Thomas William Mostyn Hustler (1934–2006) was a society photographer, who photographed weddings and royalty..
Hustler was born at Acklam Hall, his family's ancestral home in North Yorkshire, England, on 3 October 1934.He was educated at Aysgarth School and Eton College and, from 1952, underwent National Service, during which he saw action against communist insurgents in the Malayan Emergency as a lieutenant in the Somerset Light Infantry.
As a photographer, he took pictures of Prince Charles and Princess Anne for National Savings stamps.
Featured in One of Michael Winner's early film Girls, Girls,Girls, 1961 .He appeared as a castaway on the BBC Radio programme Desert Island Discs on 31 May 1975.
He died in Wokingham, Berkshire on 24 July 2006.
Diana, Lady Mosley was a British aristocrat, fascist, writer and editor. She was one of the Mitford sisters and eventually, the 2nd wife of Oswald Mosley, leader of the British Union of Fascists.
Desert Island Discs is a radio programme broadcast on BBC Radio 4. It was first broadcast on the BBC Forces Programme on 29 January 1942.
Lady Lucinda Lambton, also known as Lady Lucinda Worsthorne, is an English writer, photographer, and broadcaster on architectural subjects.
Michael Edward Borg Banks MBE was a British soldier, adventurer, climber and author.
June Florence Paul was a British track and field sprint runner.
Arthur Edwards, is a British photographer, working for The Sun newspaper, who specialises in pictures of the British royal family, with whom he has toured often.
Joy Worth was a British singer, radio presenter, and announcer, who was active during the 1940s and 1950s. Before a career on radio, she was a member of The Cavendish Three, a close harmony trio, from 1934 to 1939. Worth joined the BBC as an announcer in July 1942.
Aylward Edward "A.E." Dingle was a sailor and writer. He was born in Oxford, England, in 1874. He died in Cornwall in 1947.
Joan Jay was a singer and dancer at the Windmill Theatre in London, from 1936 to 1947. She was seriously injured there during a World War II bombing raid in October 1940, but returned to dancing after receiving skin grafts during a four-month stay in hospital. Her costumes were adapted to hide her scars.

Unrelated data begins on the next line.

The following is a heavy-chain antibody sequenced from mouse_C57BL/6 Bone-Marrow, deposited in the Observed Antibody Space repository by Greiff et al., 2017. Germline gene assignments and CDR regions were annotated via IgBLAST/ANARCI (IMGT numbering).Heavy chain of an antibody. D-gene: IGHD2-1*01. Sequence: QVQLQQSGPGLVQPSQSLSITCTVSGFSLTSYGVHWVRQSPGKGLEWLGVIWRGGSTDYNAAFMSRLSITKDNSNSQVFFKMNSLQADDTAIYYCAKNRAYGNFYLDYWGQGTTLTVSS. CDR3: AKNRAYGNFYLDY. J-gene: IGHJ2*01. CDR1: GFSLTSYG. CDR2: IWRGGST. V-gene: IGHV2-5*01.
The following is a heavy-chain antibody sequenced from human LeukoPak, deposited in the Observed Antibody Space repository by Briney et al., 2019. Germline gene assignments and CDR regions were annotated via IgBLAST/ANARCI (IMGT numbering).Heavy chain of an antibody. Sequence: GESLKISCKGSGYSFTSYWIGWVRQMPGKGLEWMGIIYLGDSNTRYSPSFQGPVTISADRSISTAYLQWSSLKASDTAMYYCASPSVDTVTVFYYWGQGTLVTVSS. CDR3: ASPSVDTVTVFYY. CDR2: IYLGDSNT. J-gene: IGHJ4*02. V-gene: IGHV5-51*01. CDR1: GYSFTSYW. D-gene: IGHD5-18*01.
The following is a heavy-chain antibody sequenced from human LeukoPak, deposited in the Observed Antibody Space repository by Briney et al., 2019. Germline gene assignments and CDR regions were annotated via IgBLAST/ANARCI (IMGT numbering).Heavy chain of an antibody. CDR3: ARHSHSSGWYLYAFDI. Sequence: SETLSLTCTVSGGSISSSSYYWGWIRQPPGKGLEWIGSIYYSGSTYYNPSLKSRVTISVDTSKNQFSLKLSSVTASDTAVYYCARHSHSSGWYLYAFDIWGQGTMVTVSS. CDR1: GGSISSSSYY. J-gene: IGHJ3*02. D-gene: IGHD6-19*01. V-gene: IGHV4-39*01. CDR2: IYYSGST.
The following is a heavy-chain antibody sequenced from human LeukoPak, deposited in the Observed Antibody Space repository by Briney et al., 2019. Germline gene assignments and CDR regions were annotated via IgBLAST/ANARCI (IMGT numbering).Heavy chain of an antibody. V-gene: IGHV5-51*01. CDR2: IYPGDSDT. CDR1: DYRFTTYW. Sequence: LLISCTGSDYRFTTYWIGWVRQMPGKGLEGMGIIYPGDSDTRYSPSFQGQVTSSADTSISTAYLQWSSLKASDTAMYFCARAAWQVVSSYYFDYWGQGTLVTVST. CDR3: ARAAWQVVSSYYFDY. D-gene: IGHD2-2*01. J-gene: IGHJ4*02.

Henry Charles Edward Wheeler was an English naval signalman during World War II.
Edward F Williams (1912–1993) was one of the leading British show jumping riders in the 1950s and 1960s, especially with his horse Pegasus.
Sir Gerald Clayton Beadle CBE was a British announcer and administrator for BBC Radio, and later Director of BBC Television.
Florence Vivienne Mellish (1889–1982), known simply as Vivienne, was a British photographer and singer.
Leonard Marsland Gander (1902-1986), who wrote as L Marsland Gander) was a journalist, war correspondent, and radio and television correspondent, chiefly for The Daily Telegraph. He was also a contributor to the Telegossip section of Television and Short-Wave World magazine.
Graham Usher (1938–1975) was a ballet dancer with the Royal Ballet.
Thomas Charles Fairbairn was a British theatre impresario, particularly known for his productions of Samuel Coleridge-Taylor's Hiawatha.
Patricia Batty Shaw, CBE was a chairwoman of the United Kingdom's National Federation of Women's Institutes.
Sir Nicholas Proctor Goodison was a British businessman who was chairman of the London Stock Exchange from 1976 to 1986. He was an important supporter of the arts and the President of the Furniture History Society (FHS).
Caroline Gathorne-Hardy, Countess of Cranbrook is an English aristocrat and campaigner on food quality issues. She is the wife of Gathorne Gathorne-Hardy, 5th Earl of Cranbrook.
Derek Brown is a British food writer and was editor of the Michelin Red Guides; the first non-French person to do so.